List of non sedating

Midazolam is a white or yellowish crystalline powder, insoluble in water.The hydrochloride salt of midazolam, which is formed in situ, is soluble in aqueous solutions.At the specified p H of the product, the solution may contain up to about 25% of the open-ring compound.At the physiologic conditions under which the product is absorbed (p H of 5 to 8) into the systemic circulation, any open-ring form present reverts to the physiologically active, lipophilic, closed-ring form (midazolam) and is absorbed as such.Midazolam should not be administered by rapid injection in the neonatal population.Severe hypotension and seizures have been reported following rapid IV administration, particularly with concomitant use of fentanyl (see DOSAGE AND ADMINISTRATION for complete information).When midazolam hydrochloride is given IV as an anesthetic induction agent, induction of anesthesia occurs in approximately 1.5 minutes when narcotic premedication has been administered and in 2 to 2.5 minutes without narcotic premedication or other sedative premedication.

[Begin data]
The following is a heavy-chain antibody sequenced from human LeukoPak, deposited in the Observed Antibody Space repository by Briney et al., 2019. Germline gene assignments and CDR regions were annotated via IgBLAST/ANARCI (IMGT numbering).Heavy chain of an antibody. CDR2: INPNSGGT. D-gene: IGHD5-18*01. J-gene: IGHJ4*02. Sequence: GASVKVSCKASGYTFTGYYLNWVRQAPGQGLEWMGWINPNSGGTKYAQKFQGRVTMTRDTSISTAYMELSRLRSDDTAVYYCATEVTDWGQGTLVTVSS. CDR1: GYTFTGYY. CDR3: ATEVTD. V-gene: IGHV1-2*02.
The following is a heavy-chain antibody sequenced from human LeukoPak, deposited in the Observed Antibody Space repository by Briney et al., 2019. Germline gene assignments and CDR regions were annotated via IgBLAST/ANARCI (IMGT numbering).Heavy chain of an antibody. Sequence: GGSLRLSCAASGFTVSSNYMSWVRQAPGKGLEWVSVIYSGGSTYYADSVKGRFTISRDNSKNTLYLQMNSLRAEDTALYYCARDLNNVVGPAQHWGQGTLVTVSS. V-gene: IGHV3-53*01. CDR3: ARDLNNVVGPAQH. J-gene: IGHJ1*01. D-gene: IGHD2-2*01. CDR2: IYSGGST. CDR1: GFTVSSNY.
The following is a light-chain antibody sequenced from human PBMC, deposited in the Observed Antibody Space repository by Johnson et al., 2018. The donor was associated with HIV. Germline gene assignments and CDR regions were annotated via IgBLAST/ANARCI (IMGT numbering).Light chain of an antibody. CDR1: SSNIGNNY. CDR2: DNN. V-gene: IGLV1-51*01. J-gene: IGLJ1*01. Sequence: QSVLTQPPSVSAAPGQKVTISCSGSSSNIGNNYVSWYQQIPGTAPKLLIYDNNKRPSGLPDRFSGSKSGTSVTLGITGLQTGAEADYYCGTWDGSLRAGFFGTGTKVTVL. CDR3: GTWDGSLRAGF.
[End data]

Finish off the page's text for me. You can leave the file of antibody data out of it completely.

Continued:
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In another pediatric oncology study, 91% of midazolam treated patients were amnestic compared with 35% of patients who had received fentanyl alone.Sedation in adult and pediatric patients is achieved within 3 to 5 minutes after intravenous (IV) injection; the time of onset is affected by total dose administered and the concurrent administration of narcotic premedication.Seventy-one percent of the adult patients in endoscopy studies had no recall of introduction of the endoscope; 82% of the patients had no recall of withdrawal of the endoscope.Intravenous midazolam hydrochloride should be used only in hospital or ambulatory care settings, including physicians’ and dental offices, that provide for continuous monitoring of respiratory and cardiac function, e.g., pulse oximetry.Immediate availability of resuscitative drugs and age- and size-appropriate equipment for bag/valve/mask ventilation and intubation, and personnel trained in their use and skilled in airway management should be assured (see WARNINGS).

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